Premier supports forestry industry

"When I ask them what they’d like to do if they could be premier, their wish would be we could stop cutting down trees..."

Premier Christy Clark wants you to know she’s not a tree-hugger.

When she spoke at the Council of Forest Industries conference held last week at the Delta Grand, Clark told the crowd she regularly delights in telling young people touring the legislature that logging simply a necessity in B.C.

Clark makes the point by first asking visitors what they would do if they were premier, and how those things would be paid for.

“Of course the answer to that is we’re going to get that money for your mum and dad,” she said.

Then she asks, “What if your mum and dad have less money because the government takes more money from them to put into our tax system? What will they have less money for?”

“Kids all know the answer to that,” she said.

There would be less money for hockey equipment and less money for school and less money for trips and all the good things in life.

“But there’s always one child, no matter where I’m talking to them from across the province… when I ask them what they’d like to do if they could be premier, their wish would be we could stop cutting down trees,” she said.

There was an audible groan among the foresters gathered.

“I’m glad they say it, because it gives us a chance for education,” said Clark.

“I say if we don’t cut down trees in B.C. we have to take more money from your mum and dad and if your mum and dad work in forestry, your mum and dad will have to start taking money from the government…We need kids to understand that the forest industry is not just something that exists in a vacuum. It supports our entire province.”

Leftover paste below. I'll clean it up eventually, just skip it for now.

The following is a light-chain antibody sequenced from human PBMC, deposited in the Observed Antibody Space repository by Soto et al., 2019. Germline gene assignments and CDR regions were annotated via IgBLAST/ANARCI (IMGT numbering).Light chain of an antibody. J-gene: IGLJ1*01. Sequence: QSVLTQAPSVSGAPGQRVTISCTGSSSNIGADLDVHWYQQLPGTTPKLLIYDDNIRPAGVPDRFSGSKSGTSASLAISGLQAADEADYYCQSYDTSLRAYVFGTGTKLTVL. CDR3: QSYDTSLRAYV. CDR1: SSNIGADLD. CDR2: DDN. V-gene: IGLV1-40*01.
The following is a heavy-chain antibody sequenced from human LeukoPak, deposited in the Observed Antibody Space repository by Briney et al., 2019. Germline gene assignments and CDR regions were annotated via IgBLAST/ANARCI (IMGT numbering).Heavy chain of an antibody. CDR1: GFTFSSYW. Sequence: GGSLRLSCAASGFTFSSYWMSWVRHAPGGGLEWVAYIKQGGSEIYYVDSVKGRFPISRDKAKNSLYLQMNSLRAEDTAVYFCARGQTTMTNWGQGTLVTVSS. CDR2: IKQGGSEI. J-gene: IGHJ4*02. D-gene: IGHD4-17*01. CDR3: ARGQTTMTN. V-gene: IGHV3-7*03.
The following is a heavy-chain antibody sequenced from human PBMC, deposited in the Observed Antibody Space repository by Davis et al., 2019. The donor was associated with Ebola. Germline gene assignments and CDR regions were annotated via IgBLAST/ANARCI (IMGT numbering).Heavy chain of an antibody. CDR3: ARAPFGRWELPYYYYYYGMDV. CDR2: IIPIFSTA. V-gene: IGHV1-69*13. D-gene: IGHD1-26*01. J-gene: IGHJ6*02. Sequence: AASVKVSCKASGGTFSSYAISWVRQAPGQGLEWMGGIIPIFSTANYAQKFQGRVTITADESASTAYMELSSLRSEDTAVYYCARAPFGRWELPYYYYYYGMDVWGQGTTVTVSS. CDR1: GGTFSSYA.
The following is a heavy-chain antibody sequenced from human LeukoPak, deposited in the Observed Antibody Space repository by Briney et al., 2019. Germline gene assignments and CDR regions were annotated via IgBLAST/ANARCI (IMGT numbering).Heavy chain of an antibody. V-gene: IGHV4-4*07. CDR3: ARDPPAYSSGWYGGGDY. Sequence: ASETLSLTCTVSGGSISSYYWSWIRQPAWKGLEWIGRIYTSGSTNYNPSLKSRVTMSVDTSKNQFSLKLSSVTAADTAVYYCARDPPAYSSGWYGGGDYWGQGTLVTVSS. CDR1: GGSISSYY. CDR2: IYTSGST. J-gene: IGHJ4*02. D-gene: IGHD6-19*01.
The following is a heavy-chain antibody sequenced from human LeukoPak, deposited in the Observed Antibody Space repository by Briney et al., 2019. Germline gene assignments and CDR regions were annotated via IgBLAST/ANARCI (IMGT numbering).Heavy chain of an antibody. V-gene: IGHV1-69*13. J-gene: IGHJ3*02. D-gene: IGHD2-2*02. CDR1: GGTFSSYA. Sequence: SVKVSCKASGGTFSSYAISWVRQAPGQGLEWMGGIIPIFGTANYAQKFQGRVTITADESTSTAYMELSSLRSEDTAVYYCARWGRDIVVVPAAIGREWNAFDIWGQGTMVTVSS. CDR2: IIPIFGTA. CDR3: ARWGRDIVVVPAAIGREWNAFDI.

Forestry, she said, has put B.C. on the map as one of the most economically and environmentally sustainable spots on the globe.

And without it, B.C. would be in trouble.

There are 140 communities in B.C. that depend on it and 150,000 jobs in direct and indirect contact with the industry.

“These are jobs for people who know they can go home every day and put food on the table for their kids,” said Clark.

For that reason, Clark said her government will invest more money to promote the use of B.C. wood.

There will be $8 million made available to promote the use of B.C. wood, help advance wood building and to expand global markets for B.C. wood products.

“Some of that is going to Canada Wood Group to continue expanding the use of wood in China, Korea and Japan,” she said.

“Some of that will go to COFI to support them in the same markets and, as you probably know, we are investing $5 million in opening door for our wood products in a brand new market, in India.”

If anyone questioned the move, Clark encouraged them to pan back in their memories to when China was first explored as a trade partner, and the positive results that’s yielded.

In India alone, a million new people are joining the workforce every month for the next 15 years.

“You know what happens when people join the work force? They want to build a house. Lets make sure they want to build that house with wood,” she said.

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